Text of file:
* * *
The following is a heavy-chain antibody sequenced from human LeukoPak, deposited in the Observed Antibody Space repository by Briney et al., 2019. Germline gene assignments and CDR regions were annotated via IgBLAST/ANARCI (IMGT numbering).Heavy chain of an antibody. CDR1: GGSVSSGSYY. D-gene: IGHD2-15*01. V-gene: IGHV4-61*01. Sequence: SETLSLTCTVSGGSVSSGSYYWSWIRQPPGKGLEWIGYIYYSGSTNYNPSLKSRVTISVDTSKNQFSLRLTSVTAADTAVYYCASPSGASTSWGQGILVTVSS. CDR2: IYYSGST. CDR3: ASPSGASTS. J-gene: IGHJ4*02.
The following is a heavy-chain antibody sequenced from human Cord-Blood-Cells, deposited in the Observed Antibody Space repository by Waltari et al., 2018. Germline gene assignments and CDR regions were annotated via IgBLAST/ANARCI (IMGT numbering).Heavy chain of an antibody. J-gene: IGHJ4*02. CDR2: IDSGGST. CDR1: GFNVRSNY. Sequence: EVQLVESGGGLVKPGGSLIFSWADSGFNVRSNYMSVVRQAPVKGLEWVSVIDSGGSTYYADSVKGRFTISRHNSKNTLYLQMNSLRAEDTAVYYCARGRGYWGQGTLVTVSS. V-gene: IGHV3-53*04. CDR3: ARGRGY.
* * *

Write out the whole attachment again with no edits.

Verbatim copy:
The following is a heavy-chain antibody sequenced from human LeukoPak, deposited in the Observed Antibody Space repository by Briney et al., 2019. Germline gene assignments and CDR regions were annotated via IgBLAST/ANARCI (IMGT numbering).Heavy chain of an antibody. CDR1: GGSVSSGSYY. D-gene: IGHD2-15*01. V-gene: IGHV4-61*01. Sequence: SETLSLTCTVSGGSVSSGSYYWSWIRQPPGKGLEWIGYIYYSGSTNYNPSLKSRVTISVDTSKNQFSLRLTSVTAADTAVYYCASPSGASTSWGQGILVTVSS. CDR2: IYYSGST. CDR3: ASPSGASTS. J-gene: IGHJ4*02.
The following is a heavy-chain antibody sequenced from human Cord-Blood-Cells, deposited in the Observed Antibody Space repository by Waltari et al., 2018. Germline gene assignments and CDR regions were annotated via IgBLAST/ANARCI (IMGT numbering).Heavy chain of an antibody. J-gene: IGHJ4*02. CDR2: IDSGGST. CDR1: GFNVRSNY. Sequence: EVQLVESGGGLVKPGGSLIFSWADSGFNVRSNYMSVVRQAPVKGLEWVSVIDSGGSTYYADSVKGRFTISRHNSKNTLYLQMNSLRAEDTAVYYCARGRGYWGQGTLVTVSS. V-gene: IGHV3-53*04. CDR3: ARGRGY.